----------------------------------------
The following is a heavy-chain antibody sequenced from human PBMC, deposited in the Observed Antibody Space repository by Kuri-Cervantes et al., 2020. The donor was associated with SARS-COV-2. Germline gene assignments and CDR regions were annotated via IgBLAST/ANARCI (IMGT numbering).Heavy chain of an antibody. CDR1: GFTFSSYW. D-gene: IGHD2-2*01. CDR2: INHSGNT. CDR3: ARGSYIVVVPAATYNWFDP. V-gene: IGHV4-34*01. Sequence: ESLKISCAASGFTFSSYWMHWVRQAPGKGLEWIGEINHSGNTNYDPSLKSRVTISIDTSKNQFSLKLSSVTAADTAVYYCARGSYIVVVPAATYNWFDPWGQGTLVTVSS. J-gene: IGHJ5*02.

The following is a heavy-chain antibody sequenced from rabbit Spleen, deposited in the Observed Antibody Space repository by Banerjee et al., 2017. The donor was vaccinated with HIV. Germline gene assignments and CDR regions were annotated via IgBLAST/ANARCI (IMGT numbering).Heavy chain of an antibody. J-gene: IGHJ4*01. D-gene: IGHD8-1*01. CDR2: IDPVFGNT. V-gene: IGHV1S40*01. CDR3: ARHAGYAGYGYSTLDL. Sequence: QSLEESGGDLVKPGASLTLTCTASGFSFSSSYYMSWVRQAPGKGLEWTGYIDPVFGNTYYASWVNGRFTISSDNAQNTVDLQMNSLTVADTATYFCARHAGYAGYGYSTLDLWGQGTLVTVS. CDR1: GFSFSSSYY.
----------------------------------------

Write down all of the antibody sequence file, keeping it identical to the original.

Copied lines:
The following is a heavy-chain antibody sequenced from human PBMC, deposited in the Observed Antibody Space repository by Kuri-Cervantes et al., 2020. The donor was associated with SARS-COV-2. Germline gene assignments and CDR regions were annotated via IgBLAST/ANARCI (IMGT numbering).Heavy chain of an antibody. CDR1: GFTFSSYW. D-gene: IGHD2-2*01. CDR2: INHSGNT. CDR3: ARGSYIVVVPAATYNWFDP. V-gene: IGHV4-34*01. Sequence: ESLKISCAASGFTFSSYWMHWVRQAPGKGLEWIGEINHSGNTNYDPSLKSRVTISIDTSKNQFSLKLSSVTAADTAVYYCARGSYIVVVPAATYNWFDPWGQGTLVTVSS. J-gene: IGHJ5*02.

The following is a heavy-chain antibody sequenced from rabbit Spleen, deposited in the Observed Antibody Space repository by Banerjee et al., 2017. The donor was vaccinated with HIV. Germline gene assignments and CDR regions were annotated via IgBLAST/ANARCI (IMGT numbering).Heavy chain of an antibody. J-gene: IGHJ4*01. D-gene: IGHD8-1*01. CDR2: IDPVFGNT. V-gene: IGHV1S40*01. CDR3: ARHAGYAGYGYSTLDL. Sequence: QSLEESGGDLVKPGASLTLTCTASGFSFSSSYYMSWVRQAPGKGLEWTGYIDPVFGNTYYASWVNGRFTISSDNAQNTVDLQMNSLTVADTATYFCARHAGYAGYGYSTLDLWGQGTLVTVS. CDR1: GFSFSSSYY.